More emphasis is needed from public-sector organisations to educate and reassure people that their data is secure, according to a report from outsourcer Civica.
In the report, Enabling a New World of Public Service Delivery, the company urges government bodies to make better use of their data. But it emphasises that the public sector should also take responsibility for communicating and educating the public over their (not unjustifiable) misgivings around government sharing data.
According to the Information Commissioner’s Office (ICO) 85 per cent of people are concerned about how their personal information, held by public sector bodies, is passed on or sold to other organisations. Symantec’s 2015 ‘State of Privacy’ report, meanwhile, found that half of UK citizens were worried their data was not safe.
UK citizens have good reason to be fearful. Computing documented the top-10 worst-ever government data breaches a few weeks ago, drawn from a list so long that dozens of sizeable data breaches had to be cut from the shortlist.
Despite this, Civica chief technology officer John Hood said that public sector organisations needed to make people more aware that their data was secure. “Simply saying ‘we use firewalls’ is no longer sufficient,” he said.
“Policymakers will only win the public’s permission to remain the custodians of their data by showing the length public service organisations go in order to safeguard privacy and prevent data breaches,” he added.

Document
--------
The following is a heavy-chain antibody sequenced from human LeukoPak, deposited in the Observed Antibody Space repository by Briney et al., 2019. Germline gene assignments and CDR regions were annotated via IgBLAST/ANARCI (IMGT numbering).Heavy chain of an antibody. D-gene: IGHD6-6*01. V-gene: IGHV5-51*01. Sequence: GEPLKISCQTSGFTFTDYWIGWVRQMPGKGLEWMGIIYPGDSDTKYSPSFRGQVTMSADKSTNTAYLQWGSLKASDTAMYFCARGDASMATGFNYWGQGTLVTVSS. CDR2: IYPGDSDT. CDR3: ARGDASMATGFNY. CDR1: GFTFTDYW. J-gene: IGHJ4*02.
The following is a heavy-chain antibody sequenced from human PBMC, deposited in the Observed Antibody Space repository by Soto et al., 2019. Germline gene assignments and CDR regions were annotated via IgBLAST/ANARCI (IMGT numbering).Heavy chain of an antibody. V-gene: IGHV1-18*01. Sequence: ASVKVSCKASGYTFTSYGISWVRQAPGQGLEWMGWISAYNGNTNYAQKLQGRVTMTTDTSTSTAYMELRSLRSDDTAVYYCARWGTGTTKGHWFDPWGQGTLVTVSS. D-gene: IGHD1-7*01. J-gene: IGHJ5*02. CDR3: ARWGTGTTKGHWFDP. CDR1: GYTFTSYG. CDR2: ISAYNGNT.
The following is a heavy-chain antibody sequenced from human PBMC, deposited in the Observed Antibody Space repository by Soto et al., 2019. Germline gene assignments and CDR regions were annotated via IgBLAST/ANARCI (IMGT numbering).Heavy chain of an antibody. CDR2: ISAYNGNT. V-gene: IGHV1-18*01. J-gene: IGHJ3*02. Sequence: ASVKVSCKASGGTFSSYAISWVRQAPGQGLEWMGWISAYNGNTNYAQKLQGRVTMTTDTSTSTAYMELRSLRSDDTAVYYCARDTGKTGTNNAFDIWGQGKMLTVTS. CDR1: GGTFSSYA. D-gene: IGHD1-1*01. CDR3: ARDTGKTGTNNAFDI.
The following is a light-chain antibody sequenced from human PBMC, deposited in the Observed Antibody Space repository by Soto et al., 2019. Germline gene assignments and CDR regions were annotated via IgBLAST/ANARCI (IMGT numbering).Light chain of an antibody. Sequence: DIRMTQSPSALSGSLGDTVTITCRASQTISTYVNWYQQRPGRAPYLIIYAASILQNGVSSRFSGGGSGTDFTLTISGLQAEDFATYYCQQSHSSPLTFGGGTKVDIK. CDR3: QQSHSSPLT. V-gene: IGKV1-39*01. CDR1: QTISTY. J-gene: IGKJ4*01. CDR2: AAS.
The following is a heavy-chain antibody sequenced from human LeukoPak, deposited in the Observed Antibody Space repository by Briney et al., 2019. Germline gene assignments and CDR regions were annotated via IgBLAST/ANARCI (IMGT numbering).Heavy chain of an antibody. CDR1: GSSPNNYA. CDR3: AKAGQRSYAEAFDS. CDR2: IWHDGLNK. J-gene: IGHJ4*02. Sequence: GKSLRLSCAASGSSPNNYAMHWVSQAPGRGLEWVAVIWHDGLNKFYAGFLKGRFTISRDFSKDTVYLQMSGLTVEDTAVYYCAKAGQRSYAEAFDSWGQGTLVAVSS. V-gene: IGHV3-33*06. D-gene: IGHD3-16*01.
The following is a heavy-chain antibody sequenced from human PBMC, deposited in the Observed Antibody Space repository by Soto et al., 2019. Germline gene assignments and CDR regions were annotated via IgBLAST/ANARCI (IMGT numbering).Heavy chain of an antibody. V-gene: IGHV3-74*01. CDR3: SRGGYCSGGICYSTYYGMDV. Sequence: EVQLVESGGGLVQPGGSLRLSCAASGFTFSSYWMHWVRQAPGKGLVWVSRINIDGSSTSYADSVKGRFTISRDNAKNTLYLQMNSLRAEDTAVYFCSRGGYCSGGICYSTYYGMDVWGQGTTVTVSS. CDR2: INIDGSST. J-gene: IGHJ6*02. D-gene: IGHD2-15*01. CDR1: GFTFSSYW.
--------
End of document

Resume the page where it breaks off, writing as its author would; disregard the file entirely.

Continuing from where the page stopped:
Civica urged public sector organisations to ensure that citizens can consume services regardless of the device or channel they prefer to use. “It’s the information delivery that matters, to both consumers and public sector organisation employees”.
But with the vast majority of data breaches in the public sector occurring as a result of human error, the general public may be less keen on public sector organisations enabling their employees to have access to sensitive information on-the-go, too.
Chris White, CIO of law firm Clyde & Co, said that he didn’t care what devices employees used in the workplace as long as they use tools to securely access the system. 
“This same agnostic approach will one day inform the way public services adapt their infrastructure to meet employee and citizen demands. Security needs to be a key priority, with flexibility for each device requirement, and an end-goal of providing information securely,” he said.

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